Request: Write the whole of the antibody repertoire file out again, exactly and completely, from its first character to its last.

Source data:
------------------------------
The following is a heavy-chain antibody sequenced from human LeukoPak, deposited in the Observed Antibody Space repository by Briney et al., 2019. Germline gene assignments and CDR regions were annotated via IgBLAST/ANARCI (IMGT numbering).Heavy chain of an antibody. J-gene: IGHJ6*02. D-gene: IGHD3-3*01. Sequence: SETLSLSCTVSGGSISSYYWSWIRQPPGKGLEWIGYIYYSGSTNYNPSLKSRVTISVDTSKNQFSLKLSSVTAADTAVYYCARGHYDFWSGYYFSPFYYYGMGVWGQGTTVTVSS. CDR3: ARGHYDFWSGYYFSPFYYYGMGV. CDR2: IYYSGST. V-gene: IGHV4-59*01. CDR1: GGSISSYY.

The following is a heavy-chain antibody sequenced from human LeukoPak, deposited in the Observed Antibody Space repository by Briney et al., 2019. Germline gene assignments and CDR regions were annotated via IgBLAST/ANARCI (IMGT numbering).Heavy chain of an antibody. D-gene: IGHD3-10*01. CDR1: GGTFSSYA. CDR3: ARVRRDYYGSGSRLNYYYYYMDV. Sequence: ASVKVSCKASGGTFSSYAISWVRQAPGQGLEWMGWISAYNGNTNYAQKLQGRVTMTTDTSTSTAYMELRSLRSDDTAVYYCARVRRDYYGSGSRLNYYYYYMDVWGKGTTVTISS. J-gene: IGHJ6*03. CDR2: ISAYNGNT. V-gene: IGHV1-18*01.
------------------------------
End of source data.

The following is a heavy-chain antibody sequenced from human LeukoPak, deposited in the Observed Antibody Space repository by Briney et al., 2019. Germline gene assignments and CDR regions were annotated via IgBLAST/ANARCI (IMGT numbering).Heavy chain of an antibody. J-gene: IGHJ6*02. D-gene: IGHD3-3*01. Sequence: SETLSLSCTVSGGSISSYYWSWIRQPPGKGLEWIGYIYYSGSTNYNPSLKSRVTISVDTSKNQFSLKLSSVTAADTAVYYCARGHYDFWSGYYFSPFYYYGMGVWGQGTTVTVSS. CDR3: ARGHYDFWSGYYFSPFYYYGMGV. CDR2: IYYSGST. V-gene: IGHV4-59*01. CDR1: GGSISSYY.

The following is a heavy-chain antibody sequenced from human LeukoPak, deposited in the Observed Antibody Space repository by Briney et al., 2019. Germline gene assignments and CDR regions were annotated via IgBLAST/ANARCI (IMGT numbering).Heavy chain of an antibody. D-gene: IGHD3-10*01. CDR1: GGTFSSYA. CDR3: ARVRRDYYGSGSRLNYYYYYMDV. Sequence: ASVKVSCKASGGTFSSYAISWVRQAPGQGLEWMGWISAYNGNTNYAQKLQGRVTMTTDTSTSTAYMELRSLRSDDTAVYYCARVRRDYYGSGSRLNYYYYYMDVWGKGTTVTISS. J-gene: IGHJ6*03. CDR2: ISAYNGNT. V-gene: IGHV1-18*01.